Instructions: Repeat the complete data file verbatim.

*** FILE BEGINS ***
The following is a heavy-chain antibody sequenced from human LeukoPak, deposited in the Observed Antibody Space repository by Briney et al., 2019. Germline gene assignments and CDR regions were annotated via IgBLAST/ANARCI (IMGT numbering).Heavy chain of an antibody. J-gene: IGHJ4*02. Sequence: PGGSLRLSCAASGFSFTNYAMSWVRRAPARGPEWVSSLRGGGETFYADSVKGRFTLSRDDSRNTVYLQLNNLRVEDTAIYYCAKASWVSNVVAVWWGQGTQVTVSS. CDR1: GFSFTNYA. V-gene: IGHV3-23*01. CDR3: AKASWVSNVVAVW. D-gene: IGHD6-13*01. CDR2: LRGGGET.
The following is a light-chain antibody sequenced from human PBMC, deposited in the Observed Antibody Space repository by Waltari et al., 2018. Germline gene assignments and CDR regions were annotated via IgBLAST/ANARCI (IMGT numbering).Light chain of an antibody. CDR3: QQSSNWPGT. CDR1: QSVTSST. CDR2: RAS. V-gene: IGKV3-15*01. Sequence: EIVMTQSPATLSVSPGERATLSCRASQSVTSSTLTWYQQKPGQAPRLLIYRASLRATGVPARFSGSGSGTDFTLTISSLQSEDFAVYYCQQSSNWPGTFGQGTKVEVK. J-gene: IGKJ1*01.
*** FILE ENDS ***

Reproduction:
The following is a heavy-chain antibody sequenced from human LeukoPak, deposited in the Observed Antibody Space repository by Briney et al., 2019. Germline gene assignments and CDR regions were annotated via IgBLAST/ANARCI (IMGT numbering).Heavy chain of an antibody. J-gene: IGHJ4*02. Sequence: PGGSLRLSCAASGFSFTNYAMSWVRRAPARGPEWVSSLRGGGETFYADSVKGRFTLSRDDSRNTVYLQLNNLRVEDTAIYYCAKASWVSNVVAVWWGQGTQVTVSS. CDR1: GFSFTNYA. V-gene: IGHV3-23*01. CDR3: AKASWVSNVVAVW. D-gene: IGHD6-13*01. CDR2: LRGGGET.
The following is a light-chain antibody sequenced from human PBMC, deposited in the Observed Antibody Space repository by Waltari et al., 2018. Germline gene assignments and CDR regions were annotated via IgBLAST/ANARCI (IMGT numbering).Light chain of an antibody. CDR3: QQSSNWPGT. CDR1: QSVTSST. CDR2: RAS. V-gene: IGKV3-15*01. Sequence: EIVMTQSPATLSVSPGERATLSCRASQSVTSSTLTWYQQKPGQAPRLLIYRASLRATGVPARFSGSGSGTDFTLTISSLQSEDFAVYYCQQSSNWPGTFGQGTKVEVK. J-gene: IGKJ1*01.